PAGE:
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Hyderabad Sindh

 

The 2nd Biggest City of Sindh. and and 5th largest in Pakistan. In olden days Hyderabad City name was "Neroon Kot" by Ghulam Shah Kalhora. There is a big river called "River Indus" There are two bridge over this river one of this bridge joints Hyderabad with Jamshoro, where there are 1st, Sindh University 2nd, Liaquat Medical College Jamshoro. The 2nd bridge joints Hyderabad with Kotri City. which is fully industrial city. There are 2 Forts Pacca Qilla & Kacha Qilla. in the olden days the rules of Sindh use to live in there forts. There are many religious Tombs and Dargah at Hyderabad.

History Of Hyderabad

Hyderabad is a city built on three hillocks cascading over each other. Mian Ghulam Shah Kalhoro of the Kalhora Dynasty founded the city in 1768 over the ruins of Neroon Kot (Nerun or Nerun Kot) (meaning the place of Neroon), a small fishing village on the banks of River Indus named after its ruler Neroon. A formal concept of the city was laid out by his son, Sarfraz Khan in 1782. When the foundations were laid, the city obtained the nickname Heart of the Mehran as the ruler Mian Ghulam Shah himself was said to have fallen in love with the city. In 1768 he ordered a fort to be built on one of the three hills of Hyderabad to house and defend his people. The fort was built using fire-baked bricks giving it the name Pacco Qillo meaning the strong fort.
After the death of the last Kalhoro, the Talpur dynasty ruled the region. Mir Fateh Ali Khan Talpur left his capital Khudabad, the Land of God and made Hyderabad his capital in 1789. He made the Pacco Qillo his residence and also held his courts there. Mir Fateh Ali Khan Talpur along with his three other brothers were responsible for the affairs that persisted in the city of Hyderabad in the years of their rule. The four were called char yar, Sindhi for the four friends.
The Baloch Talpur rule lasted almost over 50 years and in 1843, Talpurs faced a greater threat, the invasion of expanding British colonial empire. The British wanted to annex Sindh due to their strategic interests in the Punjab region and Afghanistan. The Talpur Amir signed an peace agreement that gave significant concessions to the British. After signing this peace agreement Amir Talpur demobilized his volunteer army. The British General Napier also started to march his army back towards Bombay. When the General Napier heard that the Talpur Amir had demobilised his Baloch army he turned back his army and again threatened Hyderabad. The peace agreement with Talpur Amir was of no consequence compared to the strategic interests of the British colonial empire. The British came face-to-face with the Talpurs at the Battle of Miani on 17 February 1843. General Napier was firmly determined in conquering Sindh and plundering Hyderabad. The battle ended on 24 March 1843 when the Talpur Amirs lost and the city came into the hands of the British. The Amirs of Hyderabad suffered great loss, their Fort was plundered, thousands were killed and Amirs themselves were exiled to Rangoon, Burma - never to see Sindh again. The British made the city part of the Bombay Presidency of British colonial empire.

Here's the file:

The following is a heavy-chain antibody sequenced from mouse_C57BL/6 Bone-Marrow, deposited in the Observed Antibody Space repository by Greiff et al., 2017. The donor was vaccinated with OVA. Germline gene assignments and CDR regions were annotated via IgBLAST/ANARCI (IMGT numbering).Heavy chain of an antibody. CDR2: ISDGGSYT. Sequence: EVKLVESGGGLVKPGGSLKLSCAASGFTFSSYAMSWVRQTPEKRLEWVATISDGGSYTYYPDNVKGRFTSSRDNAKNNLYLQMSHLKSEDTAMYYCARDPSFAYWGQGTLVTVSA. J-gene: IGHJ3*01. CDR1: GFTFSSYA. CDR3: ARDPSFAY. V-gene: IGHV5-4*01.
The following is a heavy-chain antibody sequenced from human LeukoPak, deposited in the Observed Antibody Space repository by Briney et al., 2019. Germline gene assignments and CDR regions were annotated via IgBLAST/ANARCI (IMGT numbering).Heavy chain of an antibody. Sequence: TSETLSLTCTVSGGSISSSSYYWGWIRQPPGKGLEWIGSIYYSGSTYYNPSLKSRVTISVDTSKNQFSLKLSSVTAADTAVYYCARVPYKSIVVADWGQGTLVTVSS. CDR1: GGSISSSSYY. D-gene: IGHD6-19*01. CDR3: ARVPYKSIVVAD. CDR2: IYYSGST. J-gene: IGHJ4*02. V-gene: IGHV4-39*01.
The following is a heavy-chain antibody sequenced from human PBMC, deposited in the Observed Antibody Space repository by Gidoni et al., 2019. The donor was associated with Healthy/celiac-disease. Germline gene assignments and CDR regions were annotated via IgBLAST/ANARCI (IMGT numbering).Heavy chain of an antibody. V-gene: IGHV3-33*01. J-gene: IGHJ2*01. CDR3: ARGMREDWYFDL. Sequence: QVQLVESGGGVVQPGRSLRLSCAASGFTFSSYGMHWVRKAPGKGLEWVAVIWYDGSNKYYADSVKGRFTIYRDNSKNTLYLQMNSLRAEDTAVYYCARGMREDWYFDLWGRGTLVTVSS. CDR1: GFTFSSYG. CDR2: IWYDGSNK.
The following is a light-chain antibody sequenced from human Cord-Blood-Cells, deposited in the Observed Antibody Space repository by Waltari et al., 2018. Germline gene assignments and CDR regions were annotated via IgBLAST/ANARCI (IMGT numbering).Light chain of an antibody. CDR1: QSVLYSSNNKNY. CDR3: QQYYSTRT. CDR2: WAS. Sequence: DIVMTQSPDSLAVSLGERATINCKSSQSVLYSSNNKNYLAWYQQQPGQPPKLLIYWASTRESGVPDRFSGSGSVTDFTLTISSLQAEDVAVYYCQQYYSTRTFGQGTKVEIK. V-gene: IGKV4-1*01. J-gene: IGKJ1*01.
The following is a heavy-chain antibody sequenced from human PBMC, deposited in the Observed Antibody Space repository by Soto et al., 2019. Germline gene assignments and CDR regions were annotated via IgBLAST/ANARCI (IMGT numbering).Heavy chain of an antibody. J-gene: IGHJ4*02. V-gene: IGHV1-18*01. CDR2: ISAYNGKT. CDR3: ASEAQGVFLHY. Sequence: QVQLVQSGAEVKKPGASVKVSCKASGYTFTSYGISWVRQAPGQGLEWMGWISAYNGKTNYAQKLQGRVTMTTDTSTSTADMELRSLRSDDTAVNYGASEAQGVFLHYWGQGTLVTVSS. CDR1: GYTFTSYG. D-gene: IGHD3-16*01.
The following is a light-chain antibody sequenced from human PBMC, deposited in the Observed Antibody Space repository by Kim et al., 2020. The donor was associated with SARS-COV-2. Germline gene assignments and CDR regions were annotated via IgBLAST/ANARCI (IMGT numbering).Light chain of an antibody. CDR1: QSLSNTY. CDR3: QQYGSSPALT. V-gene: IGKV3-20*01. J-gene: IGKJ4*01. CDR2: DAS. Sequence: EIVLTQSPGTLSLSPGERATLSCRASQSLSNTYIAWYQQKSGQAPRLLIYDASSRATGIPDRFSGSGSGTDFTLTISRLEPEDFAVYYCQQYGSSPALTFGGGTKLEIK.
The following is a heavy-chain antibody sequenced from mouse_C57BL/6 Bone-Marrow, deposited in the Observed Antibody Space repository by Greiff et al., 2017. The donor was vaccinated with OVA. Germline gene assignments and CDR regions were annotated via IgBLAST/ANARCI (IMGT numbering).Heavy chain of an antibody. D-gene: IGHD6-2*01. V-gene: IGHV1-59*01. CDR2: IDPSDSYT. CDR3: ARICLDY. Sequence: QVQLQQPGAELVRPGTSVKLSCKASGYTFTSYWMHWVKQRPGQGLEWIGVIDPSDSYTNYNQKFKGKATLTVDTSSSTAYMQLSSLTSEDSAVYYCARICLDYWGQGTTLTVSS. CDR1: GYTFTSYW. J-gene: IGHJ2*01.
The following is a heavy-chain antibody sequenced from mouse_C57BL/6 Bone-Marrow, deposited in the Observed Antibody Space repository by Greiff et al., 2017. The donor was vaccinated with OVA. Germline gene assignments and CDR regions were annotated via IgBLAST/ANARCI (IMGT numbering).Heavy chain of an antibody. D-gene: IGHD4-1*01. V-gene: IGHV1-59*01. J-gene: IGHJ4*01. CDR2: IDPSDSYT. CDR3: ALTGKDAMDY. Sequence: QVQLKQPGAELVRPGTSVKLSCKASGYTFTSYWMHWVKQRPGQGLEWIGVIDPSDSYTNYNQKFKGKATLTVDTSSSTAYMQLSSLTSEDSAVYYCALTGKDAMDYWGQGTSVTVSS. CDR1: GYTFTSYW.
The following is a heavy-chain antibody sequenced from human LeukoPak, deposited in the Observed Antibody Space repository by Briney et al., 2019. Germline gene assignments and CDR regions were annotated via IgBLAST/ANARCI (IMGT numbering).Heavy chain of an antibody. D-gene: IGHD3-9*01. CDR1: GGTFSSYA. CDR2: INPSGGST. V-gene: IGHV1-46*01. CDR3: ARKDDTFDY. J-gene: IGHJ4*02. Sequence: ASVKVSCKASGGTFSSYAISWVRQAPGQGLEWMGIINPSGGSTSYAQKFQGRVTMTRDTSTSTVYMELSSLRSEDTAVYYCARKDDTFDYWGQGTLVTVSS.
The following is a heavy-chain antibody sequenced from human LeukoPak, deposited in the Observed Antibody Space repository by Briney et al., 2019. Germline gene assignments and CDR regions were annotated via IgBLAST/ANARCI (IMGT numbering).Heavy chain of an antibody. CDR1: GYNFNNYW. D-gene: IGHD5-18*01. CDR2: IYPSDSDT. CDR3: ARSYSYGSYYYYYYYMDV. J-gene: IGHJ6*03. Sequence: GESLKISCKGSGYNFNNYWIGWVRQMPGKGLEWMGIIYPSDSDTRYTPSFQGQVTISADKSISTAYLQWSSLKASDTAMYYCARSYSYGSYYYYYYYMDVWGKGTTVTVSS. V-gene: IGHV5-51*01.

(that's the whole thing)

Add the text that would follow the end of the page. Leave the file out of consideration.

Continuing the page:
At the time of independence of Pakistan in 1947, the Muhajirs began a massive incursion into Pakistan and many settled in the city of Hyderabad causing extensive pressure by overburdening the resources of the mainly Sindhi Muslim city. These refugee Muslim lost everything in India and were settled in refugee camps. This hostility translated into communal tension in Hyderabad between Muslim refugees and local Hindus; and later the MQM entered into conflict with the city's indigenous Sindhi Muslims,
After independence of Pakistan, Hindus expected to remain in Sindh, however were forced to flee due to communal violence. Sindhi Hindus had expected to return to their Sindh, once the violence settled but it was not possible.
The massive migration of (Muhajirs) who began mass migration into Pakistan after independence of Pakistan in 1947 raised the population levels of the city to extremes. The late 1980s saw a black period in the history of Hyderabad as riots and violence broke out between the MQM, led by Altaf Hussain, and the indigenous Sindhi population of the city. Many historical and cultural monuments of Sindhi heritage were destroyed[citation needed] and remain occupied by illegal Muhajir settlements.



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